January 9, 1998
By ROBERTA SMITH
Art rarely strays far from life, from the feelings and character of the person who makes it. But sometimes it sticks so close to individual experience as to become a virtual shadow, different in substance but identical in outline.
This is the case with Marilee Stiles Stern, a 47-year-old American who lives in Seattle and is having her first solo show at the Phyllis Kind Gallery in SoHo. Well-known as a ballet dancer (she was discovered by George Balanchine), ballet teacher and choreographer, Ms. Stern turned to art as an aid in her psychotherapy, which followed a diagnosis in 1989 of dissociative identity disorder, as multiple-personality disorder is now called.
A few years later Ms. Stern became aware of the phenomenon of outsider or self-taught artists when her therapist showed her an issue of Raw Vision, an art magazine devoted to the subject, and she started acquiring back issues. Drawn to the art reproduced in the Kind Gallery’s ads in Raw Vision, Ms. Stern got in touch with Ms. Kind last February, asking the dealer to look at her work. In May Ms. Kind made a detour to Seattle on a trip to the West Coast and saw Ms. Stern’s work. A result is this exhibition of fantastical drawings in red, black and yellow felt-tip markers that Ms. Stern made on graph paper between 1989 and 1991. They depict swirling, cursive figures and figures-within-figures trapped inside intricately patterned backgrounds. They are almost as beautiful as they are harrowing.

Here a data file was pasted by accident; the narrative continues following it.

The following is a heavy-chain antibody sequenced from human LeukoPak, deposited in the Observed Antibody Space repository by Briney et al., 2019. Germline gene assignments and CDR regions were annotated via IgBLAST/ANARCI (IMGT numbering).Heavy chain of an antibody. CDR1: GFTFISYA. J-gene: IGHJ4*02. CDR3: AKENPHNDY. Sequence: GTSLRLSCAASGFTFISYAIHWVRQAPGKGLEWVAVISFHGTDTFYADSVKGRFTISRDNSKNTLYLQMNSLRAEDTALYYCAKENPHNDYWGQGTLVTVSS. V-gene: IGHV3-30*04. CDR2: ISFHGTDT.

Full of semi-abstract phalluses extravagantly rendered and repeated in ways that start out decorative and soon become startlingly explicit, these drawings seem to diagram encounters of a violent and sexual nature. Bound hands are a repeating motif, as are splayed bodies and stylized faces that can seem either dazed or screaming. Imbedded letters occasionally spell out words: ”Kill” or ”Please help me.” Rarely has violation been made so visually mesmerizing.
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